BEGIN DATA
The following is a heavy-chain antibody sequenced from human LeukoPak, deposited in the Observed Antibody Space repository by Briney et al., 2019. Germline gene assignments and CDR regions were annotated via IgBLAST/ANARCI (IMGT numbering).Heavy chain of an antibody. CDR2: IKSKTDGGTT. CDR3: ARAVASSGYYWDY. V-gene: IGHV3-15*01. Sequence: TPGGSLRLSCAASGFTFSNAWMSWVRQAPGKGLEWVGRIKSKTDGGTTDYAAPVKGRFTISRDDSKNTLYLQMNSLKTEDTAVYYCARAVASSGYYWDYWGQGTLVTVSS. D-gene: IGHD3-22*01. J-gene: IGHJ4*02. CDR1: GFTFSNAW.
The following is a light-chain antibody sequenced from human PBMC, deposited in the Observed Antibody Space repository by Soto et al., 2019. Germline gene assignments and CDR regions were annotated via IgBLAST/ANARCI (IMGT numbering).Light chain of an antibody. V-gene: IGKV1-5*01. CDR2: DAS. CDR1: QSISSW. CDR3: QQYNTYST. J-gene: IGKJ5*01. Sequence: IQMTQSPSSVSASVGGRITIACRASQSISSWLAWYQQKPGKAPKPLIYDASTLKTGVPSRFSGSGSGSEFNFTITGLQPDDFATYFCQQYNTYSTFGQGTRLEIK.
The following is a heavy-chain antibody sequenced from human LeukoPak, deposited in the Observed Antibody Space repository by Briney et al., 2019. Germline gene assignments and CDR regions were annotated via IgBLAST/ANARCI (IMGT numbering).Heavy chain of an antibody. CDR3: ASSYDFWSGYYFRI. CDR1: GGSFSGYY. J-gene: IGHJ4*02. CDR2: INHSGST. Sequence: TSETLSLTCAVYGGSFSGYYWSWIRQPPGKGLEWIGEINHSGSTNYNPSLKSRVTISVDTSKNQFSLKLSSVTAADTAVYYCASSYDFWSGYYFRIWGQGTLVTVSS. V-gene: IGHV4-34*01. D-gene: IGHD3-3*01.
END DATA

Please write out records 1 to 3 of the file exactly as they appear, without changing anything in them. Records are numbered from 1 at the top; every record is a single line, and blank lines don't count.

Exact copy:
The following is a heavy-chain antibody sequenced from human LeukoPak, deposited in the Observed Antibody Space repository by Briney et al., 2019. Germline gene assignments and CDR regions were annotated via IgBLAST/ANARCI (IMGT numbering).Heavy chain of an antibody. CDR2: IKSKTDGGTT. CDR3: ARAVASSGYYWDY. V-gene: IGHV3-15*01. Sequence: TPGGSLRLSCAASGFTFSNAWMSWVRQAPGKGLEWVGRIKSKTDGGTTDYAAPVKGRFTISRDDSKNTLYLQMNSLKTEDTAVYYCARAVASSGYYWDYWGQGTLVTVSS. D-gene: IGHD3-22*01. J-gene: IGHJ4*02. CDR1: GFTFSNAW.
The following is a light-chain antibody sequenced from human PBMC, deposited in the Observed Antibody Space repository by Soto et al., 2019. Germline gene assignments and CDR regions were annotated via IgBLAST/ANARCI (IMGT numbering).Light chain of an antibody. V-gene: IGKV1-5*01. CDR2: DAS. CDR1: QSISSW. CDR3: QQYNTYST. J-gene: IGKJ5*01. Sequence: IQMTQSPSSVSASVGGRITIACRASQSISSWLAWYQQKPGKAPKPLIYDASTLKTGVPSRFSGSGSGSEFNFTITGLQPDDFATYFCQQYNTYSTFGQGTRLEIK.
The following is a heavy-chain antibody sequenced from human LeukoPak, deposited in the Observed Antibody Space repository by Briney et al., 2019. Germline gene assignments and CDR regions were annotated via IgBLAST/ANARCI (IMGT numbering).Heavy chain of an antibody. CDR3: ASSYDFWSGYYFRI. CDR1: GGSFSGYY. J-gene: IGHJ4*02. CDR2: INHSGST. Sequence: TSETLSLTCAVYGGSFSGYYWSWIRQPPGKGLEWIGEINHSGSTNYNPSLKSRVTISVDTSKNQFSLKLSSVTAADTAVYYCASSYDFWSGYYFRIWGQGTLVTVSS. V-gene: IGHV4-34*01. D-gene: IGHD3-3*01.